3rd Egyptian President. He served as President of Egypt from 1970 until his assassination in 1981. Awarded the Nobel Peace Prize in 1979 with Israel's Prime Minister Menachem Begin, he was killed by disgruntled Egyptian Army soldiers for signing a peace treaty with Israel. Born Muhammad Anwar al Sadat, in Mit Abu al-Kum, Egypt, to a poor family of 13 brothers and sisters, his father was an Egyptian farmer and his mother, Sudanese. He learned about Egyptian nationalism from stories told to him by his grandmother, who often told him stories of the Egyptian resistance to the British occupation of Egypt. In 1938, he graduated from the Egyptian Royal Military Academy and was commissioned a Second Lieutenant in the Signal Corps. Posted to Sudan (Egypt and Sudan were united into one British occupied country at the time), there he met Lieutenant Gamal Abdel Nasser. The two officers, along with several other disaffected officers, would form the Free Officers Movement, dedicated to freeing Egypt from British control and royal corruption. During World War II, Sadat attempted to contact the German Army for help in expelling the occupying British Army, for which he was imprisoned. Following the war, he was freed from prison and returned to military duties, where he quickly rejoined the Free Officers Movement. In 1952, they staged a military coup that overthrew King Farouk, and Sadat was given the task of making the radio announcement breaking the news of the revolution to the Egyptian people. After the successful revolution, Sadat held a series of government jobs in the new Egyptian national government, ranging from Minister of State to President of the National Assembly (Egypt's Parliament). In 1964, President Nasser selected Sadat to be his Vice President, in which he served from 1964 to 1966, and again from 1969 to 1970. In 1970, President Nasser died, and Sadat became President. Initially Nasser's supporters viewed Sadat as little more than a puppet, and believed that they could manipulate him, but six months after Nasser's death, he began the "Corrective Revolution" and purged Egypt of most of its pro-Nasser elements and leaders, securing his role as Egypt's President. In 1971 he made strenuous efforts to make peace with Israel, which were rebuffed. Sadat realized that Israel would not make peace due to the poor showing of the Egyptian Army in the 1967 Six Day War and due to the presence of Soviet equipment and advisors in Egypt. He expelled the Soviet military advisors from Egypt and then began rigorous training to get his Army into shape for another war with Israel. On October 6, 1973, he launched what became known as the Yom Kippur War, a surprise attack to recapture Israeli occupied Sinai. Initially doing well against the Israeli Defense Forces, the Egyptian Army advanced through the "impregnable" Bar-Lev Line within a few days of fighting. Israel countered by crossing the Suez Canal and encircled the Egyptian Third Army, forcing a ceasefire, but it was the Egyptian early victories in this war that restored Egyptian Army morale and made Anwar Sadat a hero in the eyes of the Arab people. Israel then recognized Egypt as a significant military power and began serious peace talks. On November 19, 1977, Sadat became the first Arab leader to visit Israel officially, meeting with Israeli Prime Minister Begin and speaking before the Israeli Knesset (Parliament). Sadat and Begin signed the historic Egyptian-Israeli Peace Treaty in Washington, DC on March 26, 1979, and later that year, both men were awarded the Nobel Peace Prize for their efforts. While the peace treaty gained wide support among Egyptians, it was greatly unpopular in the Arab world and in the larger Muslim world. Many Arabs and Muslims believed that he had betrayed his religion and Nasser's cause of Pan-Arabism, by siding with the Zionists and the United States. In 1979, Egypt was expelled from the Arab League. When a group of military officers formed the Islamic Jihad group to perform a military coup against the Sadat government, the group was discovered in February 1981 and Sadat ordered the immediate arrest of all coup conspirators, but also included the arrest of intellectuals and political activists, including pro-Nasser supporters, university professors, journalists and activist university students. The general roundup arrested more than 1500 persons, but missed an Islamic Jihad cell led by Egyptian Army Lieutenant Khaled Islambouli. Due to this crackdown, Egyptian cleric Omar Abdel Rahman issued a fatwa (death decree) on Sadat (Rahman would later be imprisoned for his role in the 1993 World Trade Center bombing). During the Annual Victory Parade in October 1981, in Cairo, Lieutenant Islambouli and several soldiers, all members of the secret Islamic Jihad, suddenly attacked Sadat and the government ministers watching the parade in the main reviewing stand. Sadat and eleven viewers were killed and 28 wounded, along with two of the Islamic Jihad. The other members of Islamic Jihad were captured by security forces, and later tried for treason and murder. Sadat was succeeded by vice president Hosni Mubarak, who was wounded in the attack that killed Sadat.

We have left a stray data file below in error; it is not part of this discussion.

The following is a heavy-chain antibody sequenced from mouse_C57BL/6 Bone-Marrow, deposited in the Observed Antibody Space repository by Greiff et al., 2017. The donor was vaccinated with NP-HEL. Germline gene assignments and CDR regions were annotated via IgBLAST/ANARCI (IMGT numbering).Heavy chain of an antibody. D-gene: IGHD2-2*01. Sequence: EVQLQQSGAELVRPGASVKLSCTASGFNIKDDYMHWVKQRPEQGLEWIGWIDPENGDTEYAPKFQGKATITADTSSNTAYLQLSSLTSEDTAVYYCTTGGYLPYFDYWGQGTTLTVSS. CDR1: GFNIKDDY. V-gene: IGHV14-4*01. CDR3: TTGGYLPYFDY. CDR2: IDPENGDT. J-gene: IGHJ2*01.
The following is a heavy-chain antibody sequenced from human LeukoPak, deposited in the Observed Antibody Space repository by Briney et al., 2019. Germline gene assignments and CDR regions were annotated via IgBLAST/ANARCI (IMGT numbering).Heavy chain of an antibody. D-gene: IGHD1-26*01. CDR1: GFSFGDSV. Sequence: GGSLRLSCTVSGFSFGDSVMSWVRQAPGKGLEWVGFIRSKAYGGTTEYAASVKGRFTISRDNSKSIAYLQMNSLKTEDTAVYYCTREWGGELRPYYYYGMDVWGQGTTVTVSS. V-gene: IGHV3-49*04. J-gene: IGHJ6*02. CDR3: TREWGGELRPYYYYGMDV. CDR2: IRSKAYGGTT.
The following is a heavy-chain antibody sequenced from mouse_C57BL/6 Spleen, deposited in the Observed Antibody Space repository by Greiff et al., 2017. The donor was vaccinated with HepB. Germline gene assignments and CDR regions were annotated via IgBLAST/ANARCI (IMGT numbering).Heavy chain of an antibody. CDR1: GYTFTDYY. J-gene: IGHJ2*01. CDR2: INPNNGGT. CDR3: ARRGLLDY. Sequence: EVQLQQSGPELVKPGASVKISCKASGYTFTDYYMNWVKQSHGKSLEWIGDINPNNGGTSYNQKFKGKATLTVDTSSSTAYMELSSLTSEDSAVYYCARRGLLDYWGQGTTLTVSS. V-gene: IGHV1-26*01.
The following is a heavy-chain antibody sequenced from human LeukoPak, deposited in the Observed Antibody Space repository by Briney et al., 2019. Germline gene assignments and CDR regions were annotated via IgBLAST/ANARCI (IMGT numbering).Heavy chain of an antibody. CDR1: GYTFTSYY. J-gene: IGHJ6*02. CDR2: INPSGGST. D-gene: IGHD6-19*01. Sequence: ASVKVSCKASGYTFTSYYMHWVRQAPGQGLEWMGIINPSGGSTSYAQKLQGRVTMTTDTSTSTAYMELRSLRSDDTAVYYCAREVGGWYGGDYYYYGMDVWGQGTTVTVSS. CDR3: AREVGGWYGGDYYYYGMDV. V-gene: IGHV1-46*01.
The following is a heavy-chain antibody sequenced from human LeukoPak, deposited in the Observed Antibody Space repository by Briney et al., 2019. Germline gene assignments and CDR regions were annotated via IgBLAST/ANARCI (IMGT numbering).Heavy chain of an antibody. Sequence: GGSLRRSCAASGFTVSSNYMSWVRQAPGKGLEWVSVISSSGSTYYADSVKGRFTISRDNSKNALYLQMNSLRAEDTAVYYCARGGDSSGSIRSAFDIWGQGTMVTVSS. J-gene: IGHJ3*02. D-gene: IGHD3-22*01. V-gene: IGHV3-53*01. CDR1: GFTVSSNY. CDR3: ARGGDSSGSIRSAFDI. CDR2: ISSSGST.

Bio by: Kit and Morgan Benson